Economist says low inventory remains the main issue, not home buying demand
Held back by limited supply and an uptick in mortgage rates, housing market potential dropped in March after hitting an all-time high in February.
First American’s latest report revealed that potential existing-home sales edged down 0.1% month over month to a 6.26 million seasonally adjusted annualized rate (SAAR). But compared to the same period last year, the market potential for existing-home sales was up 23.6% – an increase of 1.2 million (SAAR) sales.
However, First American Chief Economist Mark Fleming explained that year-over-year comparisons will be very large in the months to come, as the housing market came to a halt at this time a year ago due to the coronavirus lockdown.
“Housing market potential is [still] 16.5% higher than two years ago and will remain strong due to a demographic-fueled shift away from renting to home-owning driven by millennials aging into homeownership and accelerated by still-low mortgage rates,” he said. “Adding fuel to the housing demand fire is the increase in the personal savings rate, which climbed to an all-time high in April and remains above the historical average as pandemic-driven restrictions have limited discretionary spending. For young people that are still employed, increased savings can be used as a down payment, which is typically the biggest hurdle for first-time homebuyers.”
Another barrier that might harder to bulldoze is supply. Fleming said that slightly higher rates in a historically low inventory environment might disincentivize some from selling their homes, preventing more supply from reaching the market.
“The fear of not finding something to buy in an environment of historically low inventory is one reason tenure length reached a high of just over 10.5 years. In March, homeowners staying put and a lack of new construction collectively contributed to a loss of just over 6,100 potential home sales,” he said.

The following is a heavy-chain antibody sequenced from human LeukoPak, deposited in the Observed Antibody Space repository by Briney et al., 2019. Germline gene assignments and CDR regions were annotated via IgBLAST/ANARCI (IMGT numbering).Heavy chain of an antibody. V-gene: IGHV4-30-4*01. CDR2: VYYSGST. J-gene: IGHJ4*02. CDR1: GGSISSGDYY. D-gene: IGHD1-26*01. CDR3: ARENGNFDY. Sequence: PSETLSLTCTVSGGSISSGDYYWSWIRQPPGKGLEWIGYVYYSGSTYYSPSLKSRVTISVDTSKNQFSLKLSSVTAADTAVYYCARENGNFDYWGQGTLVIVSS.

Despite the low inventory, Fleming is confident that the housing market will remain as hot as ever this spring. According to the most recent NAR existing-home sales report, homes in February were selling at the fastest pace on record, and house price appreciation is accelerating – a trend indicating that the problem is the lack of supply and not a lack of demand.
“As widespread vaccinations prompt the economic recovery to pick up speed, consumers and lenders will likely grow more confident. Similarly, a safer environment may prompt equity-rich homeowners who were unwilling to open their homes to showings during the peak of the pandemic, to finally put their homes on the market,” said Fleming. “More supply will help ease this super sellers’ market. But, if you think modestly higher mortgage rates will substantially cool a hot spring home-buying season, you’re overlooking a key driver of housing demand: demographics.”